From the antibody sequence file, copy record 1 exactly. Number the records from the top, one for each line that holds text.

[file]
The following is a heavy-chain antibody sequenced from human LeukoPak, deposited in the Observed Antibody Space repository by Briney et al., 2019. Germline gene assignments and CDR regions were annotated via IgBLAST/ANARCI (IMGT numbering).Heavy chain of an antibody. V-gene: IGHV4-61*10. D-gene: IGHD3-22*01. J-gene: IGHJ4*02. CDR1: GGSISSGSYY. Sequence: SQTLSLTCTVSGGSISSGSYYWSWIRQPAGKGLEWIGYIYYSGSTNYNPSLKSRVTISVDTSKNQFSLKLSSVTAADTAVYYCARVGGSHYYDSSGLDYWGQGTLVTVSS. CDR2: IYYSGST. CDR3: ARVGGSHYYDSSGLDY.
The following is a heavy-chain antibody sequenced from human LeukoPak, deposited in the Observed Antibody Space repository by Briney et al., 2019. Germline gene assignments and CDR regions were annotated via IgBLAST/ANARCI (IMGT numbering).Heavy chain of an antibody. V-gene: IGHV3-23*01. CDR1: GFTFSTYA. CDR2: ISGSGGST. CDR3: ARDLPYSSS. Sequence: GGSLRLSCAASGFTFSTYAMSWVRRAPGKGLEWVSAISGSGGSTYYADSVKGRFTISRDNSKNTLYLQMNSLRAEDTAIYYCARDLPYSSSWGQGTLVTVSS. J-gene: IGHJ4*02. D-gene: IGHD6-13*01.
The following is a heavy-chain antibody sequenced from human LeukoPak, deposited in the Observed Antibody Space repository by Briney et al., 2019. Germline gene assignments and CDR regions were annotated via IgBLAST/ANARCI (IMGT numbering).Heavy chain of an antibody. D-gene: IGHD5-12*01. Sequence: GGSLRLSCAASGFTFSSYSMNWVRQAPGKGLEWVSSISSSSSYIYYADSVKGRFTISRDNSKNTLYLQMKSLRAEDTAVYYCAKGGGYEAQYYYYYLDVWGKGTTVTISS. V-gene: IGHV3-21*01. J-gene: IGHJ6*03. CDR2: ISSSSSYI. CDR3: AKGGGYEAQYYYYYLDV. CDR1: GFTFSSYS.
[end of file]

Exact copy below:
The following is a heavy-chain antibody sequenced from human LeukoPak, deposited in the Observed Antibody Space repository by Briney et al., 2019. Germline gene assignments and CDR regions were annotated via IgBLAST/ANARCI (IMGT numbering).Heavy chain of an antibody. V-gene: IGHV4-61*10. D-gene: IGHD3-22*01. J-gene: IGHJ4*02. CDR1: GGSISSGSYY. Sequence: SQTLSLTCTVSGGSISSGSYYWSWIRQPAGKGLEWIGYIYYSGSTNYNPSLKSRVTISVDTSKNQFSLKLSSVTAADTAVYYCARVGGSHYYDSSGLDYWGQGTLVTVSS. CDR2: IYYSGST. CDR3: ARVGGSHYYDSSGLDY.